Another interpretation is that people just think they know all they need to know already. This seems scary to me. Say you’re a decent coder; wouldn’t you want to reach out to others for guidance and help? How do you know what you don’t know unless you research and talk to people? In fact I might go so far as to want to ask someone if they do have any good mentors, because it might indicate if they sought help, and/or if anyone wanted to help them.

People Don’t Know What Having a Great Mentor Feels Like

Mentorship is super hard. For an introvert, it’s one of the most draining things you could do. You have to be engaged, sensitive, and able to produce results if someone is reaching out to you. This isn’t like coaching, where you provide ideas or methodologies that are ultimately on that person to implement and succeed at; mentoring in many cases is opening doors for people and there’s a stronger sense of delivering a win.

A lot of things have to go right for a mentor to resonate with a mentee. They have to have chemistry between each other. The mentor has to be empathetic, and have the respect of their mentee. They have to roughly agree on the perspective and potential options.

So, most people who could potentially be mentors have never been put in a position to work that muscle. As a result, you have mentor relationships which are almost always dictated by power: a more senior ranking person is mentoring a more junior person. Do you have mentors who you’ve never even worked for?

Now, just imagine you knew the market for mentors/mentees better. You had more narratives to read that showed how a relationship like that positively impacted someone’s life. Wouldn’t you take it more seriously as a career path requirement? Wouldn’t you want more people helping you succeed?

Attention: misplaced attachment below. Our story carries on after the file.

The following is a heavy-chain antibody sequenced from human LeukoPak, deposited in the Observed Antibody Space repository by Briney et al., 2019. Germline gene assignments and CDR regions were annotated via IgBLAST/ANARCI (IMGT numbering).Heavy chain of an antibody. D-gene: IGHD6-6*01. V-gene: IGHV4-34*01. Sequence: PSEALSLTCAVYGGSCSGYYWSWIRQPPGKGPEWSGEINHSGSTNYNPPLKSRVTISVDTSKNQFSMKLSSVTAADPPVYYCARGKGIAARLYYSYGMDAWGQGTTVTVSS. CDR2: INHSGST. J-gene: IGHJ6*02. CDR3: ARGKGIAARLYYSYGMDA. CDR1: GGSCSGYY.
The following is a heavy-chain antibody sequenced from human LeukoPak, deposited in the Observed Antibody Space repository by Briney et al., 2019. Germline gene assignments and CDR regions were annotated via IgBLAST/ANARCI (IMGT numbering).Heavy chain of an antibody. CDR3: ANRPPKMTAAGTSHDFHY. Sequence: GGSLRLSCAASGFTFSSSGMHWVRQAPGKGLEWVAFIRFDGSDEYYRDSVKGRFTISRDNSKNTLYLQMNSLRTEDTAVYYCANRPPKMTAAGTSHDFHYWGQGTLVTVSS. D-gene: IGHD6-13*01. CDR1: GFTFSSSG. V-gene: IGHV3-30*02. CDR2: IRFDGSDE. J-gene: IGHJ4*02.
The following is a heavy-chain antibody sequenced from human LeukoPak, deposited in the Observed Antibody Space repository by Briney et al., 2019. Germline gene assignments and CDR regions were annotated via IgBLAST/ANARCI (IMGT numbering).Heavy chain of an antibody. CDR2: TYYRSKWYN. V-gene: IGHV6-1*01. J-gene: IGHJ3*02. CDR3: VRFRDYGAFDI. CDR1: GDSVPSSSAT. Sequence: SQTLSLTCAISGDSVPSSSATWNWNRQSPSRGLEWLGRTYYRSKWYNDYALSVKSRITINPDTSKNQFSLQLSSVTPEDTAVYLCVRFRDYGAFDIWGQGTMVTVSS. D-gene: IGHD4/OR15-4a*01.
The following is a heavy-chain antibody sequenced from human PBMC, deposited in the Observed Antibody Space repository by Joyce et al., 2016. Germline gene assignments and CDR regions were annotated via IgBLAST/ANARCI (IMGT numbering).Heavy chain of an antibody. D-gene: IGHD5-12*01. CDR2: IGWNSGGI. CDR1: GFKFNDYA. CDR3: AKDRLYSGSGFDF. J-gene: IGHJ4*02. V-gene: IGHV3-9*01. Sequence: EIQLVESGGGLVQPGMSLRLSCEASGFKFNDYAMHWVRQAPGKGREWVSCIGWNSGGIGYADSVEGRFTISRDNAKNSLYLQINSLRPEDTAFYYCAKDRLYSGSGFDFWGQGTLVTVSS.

As a related example, my employer paid for me to get professional coaching. I was skeptical at first, likening it to therapy (not a new concept in the northeast). But it was transformative. Imagine someone listening to you speak about difficult situations at work and how you can understand what you’re thinking and feeling, and then combine actionable solutions with your own personality. It was a massively enabling experience to me, and it allowed me to figure out how to map what I want with what I’m doing.

I just can’t see that once you’ve worked with a great team or mentor, that you’d ever want to put yourself in a position where you didn’t have that anymore, if you had a choice.

People are Afraid to Ask, Even When Given Permission

If someone says to you, “Hey, reach out to me if you ever need anything,” that’s an open invitation to do so.

The way to frame this is that it is your professional responsibility to ask for help. To stay silent is hurting yourself, for sure, but it’s also hurting those around you, because they’re not receiving the best potential version of you.

So, stop with using this as an excuse. Each of us needs all the help we can get to succeed, and even if it’s against every one of your impulses, you need to reach out to other people.

A Community of Support

I had mentors when I was a web designer in the 90s and mentors when I first started software development in NYC. I didn’t have mentors when I lived in DC doing security/policy or when I was in the Army, but those worlds also had their own strict frameworks that pretty much provided a (less specific) mental map for me to set a direction and head for it. Ultimately I realized their destinations where not where I wanted to go.

I wouldn’t have gotten to where I am without mentors, and I always knew (and still remind myself daily) that I would need mentors to help me become a better person. Don’t make the mistake of thinking you don’t.